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    China’s Drug Monopolies in Regulators’ Crosshairs

    Following leukemia medication shortage, state bureau calls for strengthened supervision over drug prices and difficult-to-obtain ingredients.

    China’s top economic regulator is stepping in to ensure that people with illnesses can continue to get their hands on potentially lifesaving medications.

    On Aug. 30, Sixth Tone reported on the critical shortage of mercaptopurine, which treats patients with acute lymphoblastic leukemia, the most common form of leukemia in children.

    One week ago, Premier Li Keqiang urged drug manufacturers to increase their supplies of the drug. Days later, the National Development and Reform Commission (NDRC) issued a guideline forbidding the market’s biggest players from pricing drugs too high, scooping up rare ingredients on the cheap, or attempting to influence the market in their favor.

    Mercaptopurine was once widely available in Chinese hospitals, where a bottle of 100 pills could be purchased for 100 yuan ($15). But as these supplies inexplicably began to run dry at the end of 2016, bottles of 50 pills for 200 yuan — a fourfold price hike — started appearing in private pharmacies. Even those who could still afford the medicine had a hard time getting it, as its manufacturers had exclusive contracts with a handful of pharmacies in Guangdong and Anhui provinces, in southern and eastern China, respectively.

    Apart from the drugs themselves, prices for rare ingredients are spiraling out of control. Last week, state broadcaster China Central Television reported on retozide, an active ingredient in tuberculosis drugs. As recently as 2014, retozide could be purchased for 150 to 200 yuan per kilogram; in August 2015, however, its price had soared to 3,800 yuan per kilogram. Monopolistic practices by pharmaceutical companies in Tianjin and Zhejiang were reportedly to blame.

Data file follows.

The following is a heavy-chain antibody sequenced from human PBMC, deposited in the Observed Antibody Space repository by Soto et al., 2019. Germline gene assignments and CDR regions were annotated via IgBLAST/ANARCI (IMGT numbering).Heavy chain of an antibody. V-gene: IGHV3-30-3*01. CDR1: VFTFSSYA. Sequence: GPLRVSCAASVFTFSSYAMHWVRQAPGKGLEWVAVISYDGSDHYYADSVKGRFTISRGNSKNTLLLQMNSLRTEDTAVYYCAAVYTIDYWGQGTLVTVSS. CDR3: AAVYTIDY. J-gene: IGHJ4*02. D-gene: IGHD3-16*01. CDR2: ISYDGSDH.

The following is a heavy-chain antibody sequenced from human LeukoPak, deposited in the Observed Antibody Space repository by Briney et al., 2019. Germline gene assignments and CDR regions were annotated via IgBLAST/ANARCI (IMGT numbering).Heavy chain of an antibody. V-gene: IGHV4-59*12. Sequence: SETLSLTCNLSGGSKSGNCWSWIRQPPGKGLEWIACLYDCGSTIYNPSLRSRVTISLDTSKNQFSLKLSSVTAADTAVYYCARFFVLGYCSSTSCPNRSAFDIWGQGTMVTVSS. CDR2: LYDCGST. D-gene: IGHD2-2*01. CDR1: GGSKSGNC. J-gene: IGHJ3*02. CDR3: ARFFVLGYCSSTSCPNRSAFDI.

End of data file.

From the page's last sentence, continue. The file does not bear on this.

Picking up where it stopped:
Even after being fined a total of 16 million yuan over the years for restricting access to certain drugs or ingredients, some pharma companies continued to operate in a legal gray area, according to CCTV’s report.

    “Some businesses had managed to control the market through underground channels,” said Xu Xinyu, chief of the NDRC’s anti-monopoly division. Xu was quoted by CCTV as saying that these companies had been unfairly selling commodities at extraordinarily high prices, or had purchased ingredients for suspiciously low prices by exerting influence over smaller, third-party suppliers.

    The new guideline aims to restore a “fair market environment” by prohibiting such monopolistic behavior. The rules also stipulate that businesses cannot spread rumors, collude, hoard, profiteer, or engage in any other practice that would influence the market in their favor.

    The NDRC has identified several categories of medical components that are in short supply in China, including vaccines, blood and blood products, radiopharmaceuticals, and traditional Chinese medicine ingredients.

    When nine departments of the central government released a joint guideline addressing these shortages in June, Zeng Yixin, deputy head of the National Health and Family Planning Commission, revealed that of the 3,000 or so drugs approved for clinical use in China, around 130 are hard to obtain from time to time — whether due to small profit margins or stiff competition from larger manufacturers.

    Editor: David Paulk.

    (Header image: The mother of a boy with leukemia shows a prescription label for mercaptopurine in the pediatrics ward of a hospital in Chengdu, Sichuan province, Nov. 16, 2017. Yu Zunsu/Chengdu Business Daily/VCG)